When you hear the word thickness you usually are talking about a layer.
You can also describe our atmosphere's thickness. So how do we do that?
A horizontal thermal gradient creates a PGF at upper levels. As you increase in altitude,
the pressure gradient between the warm column and the cool column increase. Last week we saw that
wind in geostrophic balance, balances
the PGF and Coriolis force. As the PGF increases the magnitude of the wind will increase and so will the Coriolis force.
In this figure, the size of the green circles represent the magnitude of the geostrophic wind and the x in the circle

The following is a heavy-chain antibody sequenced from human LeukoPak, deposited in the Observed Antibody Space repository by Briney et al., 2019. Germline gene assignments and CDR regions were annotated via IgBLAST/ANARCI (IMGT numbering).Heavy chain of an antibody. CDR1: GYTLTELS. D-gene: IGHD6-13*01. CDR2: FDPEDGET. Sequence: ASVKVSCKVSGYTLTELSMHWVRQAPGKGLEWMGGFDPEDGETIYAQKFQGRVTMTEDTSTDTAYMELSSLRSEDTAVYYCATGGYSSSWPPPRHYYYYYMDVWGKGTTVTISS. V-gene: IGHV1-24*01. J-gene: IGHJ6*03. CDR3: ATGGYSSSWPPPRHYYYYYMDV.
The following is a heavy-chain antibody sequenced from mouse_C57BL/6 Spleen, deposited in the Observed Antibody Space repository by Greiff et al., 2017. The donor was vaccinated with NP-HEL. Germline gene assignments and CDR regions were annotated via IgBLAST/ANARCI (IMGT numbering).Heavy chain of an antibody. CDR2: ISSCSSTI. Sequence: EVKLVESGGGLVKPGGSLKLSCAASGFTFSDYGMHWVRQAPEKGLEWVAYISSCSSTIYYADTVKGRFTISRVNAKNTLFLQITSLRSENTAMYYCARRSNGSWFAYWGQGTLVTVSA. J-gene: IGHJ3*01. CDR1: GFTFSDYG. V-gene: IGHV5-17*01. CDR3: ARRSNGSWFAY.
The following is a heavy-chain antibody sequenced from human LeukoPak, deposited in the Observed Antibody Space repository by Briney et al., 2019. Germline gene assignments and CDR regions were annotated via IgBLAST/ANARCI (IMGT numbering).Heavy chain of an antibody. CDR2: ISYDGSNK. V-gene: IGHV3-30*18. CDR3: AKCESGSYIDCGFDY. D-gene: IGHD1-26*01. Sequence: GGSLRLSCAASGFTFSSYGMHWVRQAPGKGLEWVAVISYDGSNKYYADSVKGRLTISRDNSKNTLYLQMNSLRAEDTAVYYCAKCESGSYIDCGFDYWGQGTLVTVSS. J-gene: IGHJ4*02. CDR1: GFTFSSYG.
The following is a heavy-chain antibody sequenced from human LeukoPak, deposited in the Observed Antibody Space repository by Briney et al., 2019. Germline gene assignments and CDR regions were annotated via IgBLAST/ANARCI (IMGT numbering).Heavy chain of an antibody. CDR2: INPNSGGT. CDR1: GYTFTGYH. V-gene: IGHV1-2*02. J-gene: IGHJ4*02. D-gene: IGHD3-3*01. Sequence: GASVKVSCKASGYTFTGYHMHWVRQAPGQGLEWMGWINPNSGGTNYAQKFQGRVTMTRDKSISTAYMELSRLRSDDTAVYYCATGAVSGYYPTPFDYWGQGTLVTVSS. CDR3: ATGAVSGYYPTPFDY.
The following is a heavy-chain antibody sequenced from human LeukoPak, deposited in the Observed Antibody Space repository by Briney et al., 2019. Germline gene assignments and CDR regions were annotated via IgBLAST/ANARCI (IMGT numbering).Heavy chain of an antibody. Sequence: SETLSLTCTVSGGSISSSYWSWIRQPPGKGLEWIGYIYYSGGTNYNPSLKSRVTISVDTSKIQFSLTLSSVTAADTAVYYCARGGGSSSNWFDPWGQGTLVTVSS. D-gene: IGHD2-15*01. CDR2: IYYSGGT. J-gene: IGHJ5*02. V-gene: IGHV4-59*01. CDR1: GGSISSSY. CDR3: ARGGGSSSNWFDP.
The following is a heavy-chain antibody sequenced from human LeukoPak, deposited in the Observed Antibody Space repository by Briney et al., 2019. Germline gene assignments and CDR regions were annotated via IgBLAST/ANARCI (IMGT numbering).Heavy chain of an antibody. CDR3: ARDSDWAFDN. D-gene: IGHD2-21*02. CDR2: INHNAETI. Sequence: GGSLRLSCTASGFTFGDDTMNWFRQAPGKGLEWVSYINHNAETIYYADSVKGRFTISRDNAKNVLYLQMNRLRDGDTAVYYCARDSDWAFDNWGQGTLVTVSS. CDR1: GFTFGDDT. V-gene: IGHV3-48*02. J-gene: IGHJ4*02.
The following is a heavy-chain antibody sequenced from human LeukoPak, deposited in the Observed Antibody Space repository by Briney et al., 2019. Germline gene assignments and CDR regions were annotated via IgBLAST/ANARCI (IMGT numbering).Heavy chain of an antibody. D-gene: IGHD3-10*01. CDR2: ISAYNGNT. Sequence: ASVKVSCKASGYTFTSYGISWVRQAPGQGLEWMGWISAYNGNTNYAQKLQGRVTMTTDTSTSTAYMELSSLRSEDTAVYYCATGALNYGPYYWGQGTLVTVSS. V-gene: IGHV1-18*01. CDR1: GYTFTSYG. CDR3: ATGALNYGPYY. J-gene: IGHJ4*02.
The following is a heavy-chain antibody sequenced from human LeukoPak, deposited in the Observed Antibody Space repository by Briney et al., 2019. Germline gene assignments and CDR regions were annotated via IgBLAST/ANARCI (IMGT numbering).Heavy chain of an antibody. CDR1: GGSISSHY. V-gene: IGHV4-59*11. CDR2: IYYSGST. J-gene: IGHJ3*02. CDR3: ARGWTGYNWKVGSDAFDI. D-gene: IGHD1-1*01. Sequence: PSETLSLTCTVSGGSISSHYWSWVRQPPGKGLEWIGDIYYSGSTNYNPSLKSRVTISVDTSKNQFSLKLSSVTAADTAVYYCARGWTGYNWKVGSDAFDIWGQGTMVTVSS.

represents the tail end of the directional arrow, so we are looking at an arrow pointing into away from us.
The thermal wind describes the vertical geostrophic wind shear. So how do we define it?
The direction of the Thermal wind will tell us about the thermal structure of the atmosphere. The thermal wind always is point parallel to lines of constant thickness with lower thicknesses to the left, therefore, the thermal wind will always have the colder air to the left. So what does this tell us about the veering and backing winds?
This is the case of Veering wind we saw before. If colder air is always to the left, then we have
Warm Air advection
This is the case of backing wind we saw before. If colder air is always to the left, then we have
Cold Air advection